This week’s selection is the Slide Glide Cyclides by mathematician Henry Segerman.
Segerman is an associate professor mathematics at Oklahoma State University, and is often seen online with curious 3D designs. In fact, he’s made our Design of the Week pages no less than three times.
This will be his fourth.
This highly unusual 3D model is based on mathematics and geometry, as one would expect from Segerman. It’s based on the curious cyclide shape, which is defined in Wikipedia as:
“A Dupin cyclide or cyclide of Dupin is any geometric inversion of a standard torus, cylinder or double cone.”
Visually, it’s a banana-like crescent with smooth curves.
The slide glide is a set of such shapes organized around a gearing mechanism. The mechanism, when activated through rotation, swiftly lifts up (or lowers) the cyclides to form a disk (or folds it up).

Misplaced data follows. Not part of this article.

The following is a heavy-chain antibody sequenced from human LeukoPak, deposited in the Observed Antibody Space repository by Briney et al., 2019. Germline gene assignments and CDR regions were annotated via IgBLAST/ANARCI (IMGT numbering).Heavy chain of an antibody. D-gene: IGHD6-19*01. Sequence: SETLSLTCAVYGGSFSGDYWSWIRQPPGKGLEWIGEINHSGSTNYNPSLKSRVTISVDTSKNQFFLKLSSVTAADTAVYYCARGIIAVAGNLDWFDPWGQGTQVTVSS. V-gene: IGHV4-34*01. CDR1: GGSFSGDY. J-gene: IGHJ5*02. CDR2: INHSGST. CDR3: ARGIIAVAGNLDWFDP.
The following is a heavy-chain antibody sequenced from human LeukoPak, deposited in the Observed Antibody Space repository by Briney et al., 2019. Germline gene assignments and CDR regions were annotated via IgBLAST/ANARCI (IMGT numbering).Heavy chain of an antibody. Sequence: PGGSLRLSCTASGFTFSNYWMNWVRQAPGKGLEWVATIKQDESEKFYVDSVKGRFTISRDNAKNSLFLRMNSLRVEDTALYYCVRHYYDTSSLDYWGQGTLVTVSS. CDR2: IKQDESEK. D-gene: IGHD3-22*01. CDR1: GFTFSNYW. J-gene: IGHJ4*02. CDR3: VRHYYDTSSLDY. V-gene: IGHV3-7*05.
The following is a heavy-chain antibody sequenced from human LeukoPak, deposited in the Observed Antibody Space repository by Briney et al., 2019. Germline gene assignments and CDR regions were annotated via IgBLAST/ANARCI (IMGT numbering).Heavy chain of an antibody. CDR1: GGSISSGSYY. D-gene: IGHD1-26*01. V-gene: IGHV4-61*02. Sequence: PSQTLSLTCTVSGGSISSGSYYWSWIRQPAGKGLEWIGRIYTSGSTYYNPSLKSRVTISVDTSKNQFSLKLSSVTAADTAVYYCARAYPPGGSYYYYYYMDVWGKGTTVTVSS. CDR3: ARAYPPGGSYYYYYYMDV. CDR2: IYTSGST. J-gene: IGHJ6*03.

Segerman explains the design:
“This design is made out of shapes called cyclides. In this mechanism the cyclides rotate against each other, opening out while staying in contact so that the overall shape transforms from a sphere to a disk.
This design was discovered by Andrew Kepert when investigating ways to “see” why the area of a sphere is four times the area of a disk of the same radius. I added the gears and the base.
The cyclides (eight of them) are printed in two parts that are superglued together (with little pegs to slot in for alignment). This minimizes the amount of overhang when printing, but the print will still need support around the gear teeth.”
There is some minor hardware required to complete this project, namely certain nuts and bolts.
Surprisingly, there are only eleven 3D printed parts required, plus the hardware.
Segerman has graciously provided the entire STL and instructions online for free download at Printables.